Data Science

What Is Price Elasticity of Demand and Data-Driven Decision Making?

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By Dany Ortiz, on 5 July 2023

Information is power and, in the world of digital marketing, data is the fuel that drives it. This brings us to data science. Below, we will discuss the importance of data in understanding the impact of price variations on demand for your products or services, otherwise known as price elasticity of demand. By grasping the workings of this data and interpreting it correctly, you will gain insights into how prices affect your results and when it is advantageous to raise or lower them.

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What Is Price Elasticity of Demand and Data Driven Decision Making

What Is Price Elasticity of Demand?

Price elasticity of demand is a formula allows you to tackle pressing questions that shape your pricing strategy. Will your customer base remain loyal if you raise prices, or will they gravitate toward your competitors? Understanding the price elasticity of demand enables you to evaluate the potential consequences of price adjustments.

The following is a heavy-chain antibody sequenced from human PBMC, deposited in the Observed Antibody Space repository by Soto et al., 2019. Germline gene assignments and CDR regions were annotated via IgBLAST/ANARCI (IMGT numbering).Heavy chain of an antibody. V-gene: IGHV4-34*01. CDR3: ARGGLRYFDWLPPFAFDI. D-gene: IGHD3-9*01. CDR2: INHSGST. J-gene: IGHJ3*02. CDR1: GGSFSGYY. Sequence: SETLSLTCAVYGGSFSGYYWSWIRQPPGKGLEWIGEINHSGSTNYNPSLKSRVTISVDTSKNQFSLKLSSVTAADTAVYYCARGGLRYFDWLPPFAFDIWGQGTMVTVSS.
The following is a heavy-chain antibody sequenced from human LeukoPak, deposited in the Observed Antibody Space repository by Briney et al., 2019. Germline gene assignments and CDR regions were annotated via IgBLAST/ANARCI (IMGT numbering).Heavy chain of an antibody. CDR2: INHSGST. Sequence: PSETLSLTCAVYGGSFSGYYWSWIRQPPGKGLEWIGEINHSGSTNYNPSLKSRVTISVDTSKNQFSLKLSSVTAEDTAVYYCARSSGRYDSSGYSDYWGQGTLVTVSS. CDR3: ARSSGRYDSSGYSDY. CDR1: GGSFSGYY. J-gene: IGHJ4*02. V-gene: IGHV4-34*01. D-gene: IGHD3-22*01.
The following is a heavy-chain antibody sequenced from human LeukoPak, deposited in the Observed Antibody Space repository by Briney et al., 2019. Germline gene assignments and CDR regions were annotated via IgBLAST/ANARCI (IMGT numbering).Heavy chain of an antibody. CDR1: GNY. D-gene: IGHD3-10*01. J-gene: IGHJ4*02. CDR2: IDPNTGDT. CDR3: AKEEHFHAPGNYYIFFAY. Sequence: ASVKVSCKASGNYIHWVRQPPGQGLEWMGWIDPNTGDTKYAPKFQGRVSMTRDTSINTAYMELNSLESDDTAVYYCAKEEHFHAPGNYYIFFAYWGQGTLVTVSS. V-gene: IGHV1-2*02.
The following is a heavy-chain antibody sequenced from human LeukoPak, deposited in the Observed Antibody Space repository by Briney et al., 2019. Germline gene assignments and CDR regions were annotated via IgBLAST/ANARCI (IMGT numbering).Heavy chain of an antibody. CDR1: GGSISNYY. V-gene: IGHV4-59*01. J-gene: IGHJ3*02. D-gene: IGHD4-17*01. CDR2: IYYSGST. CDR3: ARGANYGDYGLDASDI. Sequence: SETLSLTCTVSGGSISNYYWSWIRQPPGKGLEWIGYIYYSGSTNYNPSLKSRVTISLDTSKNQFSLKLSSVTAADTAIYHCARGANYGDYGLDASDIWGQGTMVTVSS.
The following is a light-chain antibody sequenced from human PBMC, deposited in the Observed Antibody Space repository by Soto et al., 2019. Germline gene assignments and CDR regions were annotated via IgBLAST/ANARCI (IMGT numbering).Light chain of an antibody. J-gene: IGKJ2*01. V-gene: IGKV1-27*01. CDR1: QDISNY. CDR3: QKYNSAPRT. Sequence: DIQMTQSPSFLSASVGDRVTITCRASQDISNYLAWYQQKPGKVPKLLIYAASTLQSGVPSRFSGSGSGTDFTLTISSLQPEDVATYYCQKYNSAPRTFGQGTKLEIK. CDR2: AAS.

Moreover, this data becomes indispensable when striving to meet specific revenue or sales targets. It empowers you to answer critical inquiries such as: How much should prices be adjusted to double sales?

In short, price elasticity of demand helps businesses be better informed and make better decisions regarding sales performance.

Price Elasticity of Demand Formula

To obtain the price elasticity of demand, simply divide the percentage change in quantity by the percentage change in price.

Thanks to data science, it is not necessary to do these calculations by hand to know the price elasticity of demand. It is enough to have a database with the historical prices of your products or services and sales. Data science algorithms will help you predict how the demand for a product will be altered if you implement any change (increase or decrease) in the price.

At Cyberclick, we have an expert data science team that can help you to get this information. Contact them and explain your objectives and get assistance.

Types of Elasticity

Before explaining the various types of elasticity, it is important to understand a fundamental concept: any result below 0 (negative) obtained from the aforementioned formula signifies an inelastic demand. In this case, consumers rely on the goods or services, and their demand remains relatively unaffected by price changes.

Conversely, any value greater than or equal to 0 indicates an elastic demand. This implies that if the price is altered, the demand will also undergo a corresponding change.

Unit Elastic Demand

In this case, changes in price will cause a proportional change in demand. For example, if you increase the price of your products by 10%, demand will decrease by 10%, and vice versa.

Perfectly Inelastic Demand